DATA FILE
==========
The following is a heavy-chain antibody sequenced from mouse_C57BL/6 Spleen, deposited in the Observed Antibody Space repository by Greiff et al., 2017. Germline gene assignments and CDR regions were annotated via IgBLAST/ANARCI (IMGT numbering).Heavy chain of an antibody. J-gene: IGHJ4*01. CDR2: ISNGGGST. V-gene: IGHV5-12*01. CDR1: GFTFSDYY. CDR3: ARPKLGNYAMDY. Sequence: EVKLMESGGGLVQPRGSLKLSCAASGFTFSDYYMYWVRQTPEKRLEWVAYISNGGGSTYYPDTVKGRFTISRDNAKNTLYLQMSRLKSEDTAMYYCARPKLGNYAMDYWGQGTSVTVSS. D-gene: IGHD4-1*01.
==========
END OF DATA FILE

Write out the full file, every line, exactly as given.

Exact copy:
The following is a heavy-chain antibody sequenced from mouse_C57BL/6 Spleen, deposited in the Observed Antibody Space repository by Greiff et al., 2017. Germline gene assignments and CDR regions were annotated via IgBLAST/ANARCI (IMGT numbering).Heavy chain of an antibody. J-gene: IGHJ4*01. CDR2: ISNGGGST. V-gene: IGHV5-12*01. CDR1: GFTFSDYY. CDR3: ARPKLGNYAMDY. Sequence: EVKLMESGGGLVQPRGSLKLSCAASGFTFSDYYMYWVRQTPEKRLEWVAYISNGGGSTYYPDTVKGRFTISRDNAKNTLYLQMSRLKSEDTAMYYCARPKLGNYAMDYWGQGTSVTVSS. D-gene: IGHD4-1*01.